|Evans, Capt. Ernest (Welsh Univer.)||Palin, John Henry||Williams, Dr. J. H. (Llanelly)|
|Garro-Jones, Captain G. M.||Pallng, W.||Williams, T. (York, Don Valley)|
|Gardner, J. P.||Pethick-Lawrence, F. W.||Windsor, Walter|
|Gibbins, Joseph||Ponsonby, Arthur||Wright, W.|
|Gosling, Harry||Potts, John S.||Young, Robert (Lancaster, Newton)|
|Graham, Rt. Hon. Wm. (Edin., Cent.)||Richardson, R. (Houghton-le-Spring)|
|Greenwood, A. (Nelson and Colne)||Sakiatvala, Shapurji||TELLERS FOR THE NOES.—|
|Grenfell, D. R. (Glamorgan)||Salter, Dr. Alfred||Mr. Charles Edwards and Mr.|
|Groves, T.||Scurr, John||Hayes.|
§ Question put accordingly, "That those words be there added."1570
§ The House divided: Ayes, 95; Noes, 256.1573
|Division No. 316.]||AYES.||[4.7 p.m.|
|Adamson, Rt, Hon. W. (Fife, West)||Hall, G. H. (Merthyr Tydvll)||Shaw, Rt. Hon. Thomas (Preston)|
|Alexander, A. V. (Sheffield, Hillsbro')||Hamilton, Sir R. (Orkney & Shetland)||Shiels, Dr. Drummond|
|Ammon. Charles George||Hardle, George D.||Short, Alfred (Wednesbury)|
|Attlee, Clement Richard||Henderson, T. (Glasgow)||Slesser, Sir Henry H.|
|Baker, J. (Wolverhampton, Bilston)||Hirst. W. (Bradford, South)||Smith, Ben (Bermondsey, Rotherhithe)|
|Barker, G. (Monmouth, Abertillery)||Hudson, J. H. (Huddersfield)||Smith, H. B. Lees (Keighley)|
|Barnes, A.||John, William (Rhondda, West)||Smith, Rennie (Penistone)|
|Barr, J.||Jones, J. J. (West Ham, Slivertown)||Snell, Harry|
|Batey, Joseph||Jones, T. I. Mardy (Pontypridd)||Snowden, Rt. Hon. Philip|
|Beckett, John (Gateshead)||Kelly, W. T.||Spencer, G. A. (Broxtowe)|
|Benn, Captain Wedgwood (Leith)||Kennedy, T.||Stamford, T. W.|
|Bowerman, Rt. Hon. Charles W.||Kenworthy, Lt.-Com. Hon. Joseph M.||Stephen, Campbell|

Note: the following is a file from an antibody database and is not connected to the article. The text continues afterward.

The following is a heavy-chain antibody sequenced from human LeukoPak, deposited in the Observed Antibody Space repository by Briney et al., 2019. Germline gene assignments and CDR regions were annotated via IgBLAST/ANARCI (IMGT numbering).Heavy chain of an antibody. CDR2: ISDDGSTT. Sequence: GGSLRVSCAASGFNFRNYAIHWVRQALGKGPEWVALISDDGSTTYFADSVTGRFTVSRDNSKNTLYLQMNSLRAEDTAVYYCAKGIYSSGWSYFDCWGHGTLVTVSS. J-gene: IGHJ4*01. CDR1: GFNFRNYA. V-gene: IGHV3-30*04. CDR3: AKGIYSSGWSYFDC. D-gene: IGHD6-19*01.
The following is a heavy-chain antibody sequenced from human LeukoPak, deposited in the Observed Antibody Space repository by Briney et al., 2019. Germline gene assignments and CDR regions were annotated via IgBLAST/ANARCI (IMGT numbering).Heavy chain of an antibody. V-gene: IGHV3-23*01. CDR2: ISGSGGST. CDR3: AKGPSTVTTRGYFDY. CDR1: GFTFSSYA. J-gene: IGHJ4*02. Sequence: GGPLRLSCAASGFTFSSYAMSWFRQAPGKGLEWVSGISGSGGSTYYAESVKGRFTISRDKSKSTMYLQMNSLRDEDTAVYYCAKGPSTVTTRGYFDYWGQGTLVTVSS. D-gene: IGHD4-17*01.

|Broad, F. A.||Lawrence, Susan||Sutton, J. E.|
|Buchanan, G.||Lindley, F. W.||Taylor, R. A.|
|Boxton, Rt. Hon. Noel||Lowth. T.||Thomas, Rt. Hon. James H. (Derby)|
|Cape, Thomas||MacDonald, Rt. Hon. J. R.(Aberavon)||Thorne, W. (West Ham, Plaistow)|
|Charleton, H. C.||Mackinder, W.||Thurtle, E.|
|Cluse. W. S.||March, S.||Tinker, John Joseph|
|Clynes, Rt. Hon. John R.||Montague, Frederick||Viant, S. P.|
|Cove, W. G.||Morrison, R. C. (Tottenham, N.)||Wallhead, Richard C.|
|Crawfurd, H. E.||Murnln, H.||Walsh, Rt. Hon. Stephen|
|Day, Colonel Harry||Naylor, T. E.||Webb, Rt. Hon. Sidney|
|Dennison, H.||Oliver, George Harold||Westwood, J.|
|Dunnico, H,||Palin, John Henry||Williams, David (Swansea, E.)|
|Evans, Capt. Ernest (Welsh Univer.)||Paling, W.||Williams, Dr. J. H. (Llanelly)|
|Garro-Jones, Captain G. M||Pethick-Lawrence, F. W.||Williams, T. (York, Don Valley)|
|Gardner, J. P.||Ponsonby, Arthur||Windsor, Walter|
|Gibbins, Joseph||Potts, John S||Wright, W.|
|Gosling, Harry||Richardson, R. (Haughton-le-Spring)||Young, Robert (Lancaster, Newton)|
|Graham, Rt. Hon. Wm, (Edin., Cent.)||Sakiatvala, Shapurji|
|Greenwood, A. (Nelson and Colne)||Salter, Dr. Alfred||TELLERS FOR THE AYES.—|
|Grenfell. D. R. (Glamorgan)||Scurr, John||Mr. Charles Edwards and Mr|
|Groves, T.||Sexton, James||Hayes.|
|Acland-Troyte, Lieut.-Colonel||Fanshawe, Commander G. D.||Meller, R. J.|
|Ainsworth, Major Charles||Finburgh, S.||Milne, J. S. Wardlaw-|
|Albery, Irving James||Ford, Sir P. J.||Mitchell, S. (Lanark, Lanark)|
|Alexander, E. E. (Leyton)||Forestier-Walker, Sir L.||Mitchell, W. Foot (Saffron Walden)|
|Alexander, Sir Wm. (Glasgow, Cent'l)||Forrest, W.||Mitchell, Sir W. Lane (Streatham)|